You probably have heard the following statement hundreds of times already on mainstream media: Bitcoin may not be worthwhile but its underlying technology, the blockchain, definitely is.
You may also have heard the expression Distributed Ledger Technology or DLT on your crypto adventure. Many bankers use it and many talk about how it can disrupt our world, therefore this DLT must mean something right? Indeed it is but don’t get it twisted: the Distributed Ledger Technology is just a fancy rebrand of the blockchain term used by bankers to detach themselves from the ‘evil’ Bitcoin world.
Everyone is aware of the blockchain’s potential, from the so-called anarchist and libertarians to the more traditional bankers and CEOs. But what is this blockchain exactly? Is it like a database? Is it like a ledger? Yes and… actually yes, but it’s also much, much more than that. And to understand it, all you have to do is read the next paragraphs. Don’t worry though: this won’t take long. Plus you won’t have to be an IT geek to understand what you’re about to read. I will make sure to explain this disruptive technology in plain English, no specialized over-the-top IT slang or lingo involved.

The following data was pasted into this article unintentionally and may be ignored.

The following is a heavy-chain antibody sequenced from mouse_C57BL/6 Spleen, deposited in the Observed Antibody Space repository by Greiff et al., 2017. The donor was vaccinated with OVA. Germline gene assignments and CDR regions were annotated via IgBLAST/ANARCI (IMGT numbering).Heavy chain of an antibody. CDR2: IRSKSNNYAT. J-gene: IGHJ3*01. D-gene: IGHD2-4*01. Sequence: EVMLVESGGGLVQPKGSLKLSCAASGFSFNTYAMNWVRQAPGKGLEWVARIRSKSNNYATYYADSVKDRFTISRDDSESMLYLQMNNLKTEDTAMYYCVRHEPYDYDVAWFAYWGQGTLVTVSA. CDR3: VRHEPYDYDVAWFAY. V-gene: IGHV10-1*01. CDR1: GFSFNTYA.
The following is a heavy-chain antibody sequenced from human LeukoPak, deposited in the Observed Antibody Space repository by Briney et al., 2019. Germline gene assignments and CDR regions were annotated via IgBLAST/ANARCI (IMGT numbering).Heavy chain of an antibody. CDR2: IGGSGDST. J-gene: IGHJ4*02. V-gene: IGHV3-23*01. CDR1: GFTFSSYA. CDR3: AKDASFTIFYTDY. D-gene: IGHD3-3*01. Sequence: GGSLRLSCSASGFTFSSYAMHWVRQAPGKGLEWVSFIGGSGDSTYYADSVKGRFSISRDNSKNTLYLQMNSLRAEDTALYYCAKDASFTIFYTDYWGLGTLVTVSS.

Blockchain As A Database
To start things off, let’s compare the blockchain with something we are all familiar with nowadays: a database.
The database structure is omnipresent in the modern world, on our desktop or laptop, on our smartphone or tablet. The game you play or the programs you are running daily contain many databases, even the site you are currently on is one big database.
But what is a database? The term is so widely-spread that many can’t quite get an actual sense of its meaning. Well, a database is nothing more organized data. Pieces of data structured and sorted in a certain way for efficiency purposes.
Think of Facebook for example. According to Wikipedia, as of June 2017, Facebook has about 2 billion active users worldwide. Each of those 2 billion posts, comments, shares, likes, and so on. Such activity in simple terms creates data that must be structured and stored somewhere so it can’t just disappear. The user must have a history of his or her activity on the platform, right? That’s why such data is organized into many databases that are stored on the Facebook servers.
There is a problem though: because of the centralized structure, the servers are quite vulnerable. These computers that store Facebook data are ‘bundled’ together in one single place. Therefore, if a group wants to attack the platform, they can focus all their resources and efforts on that single place, where the servers are located. That creates the Single Point of Failure or SPOF problem: if they succeed to harm the servers, the ‘network’ will stop functioning and 2 billion users worldwide won’t be able to use Facebook.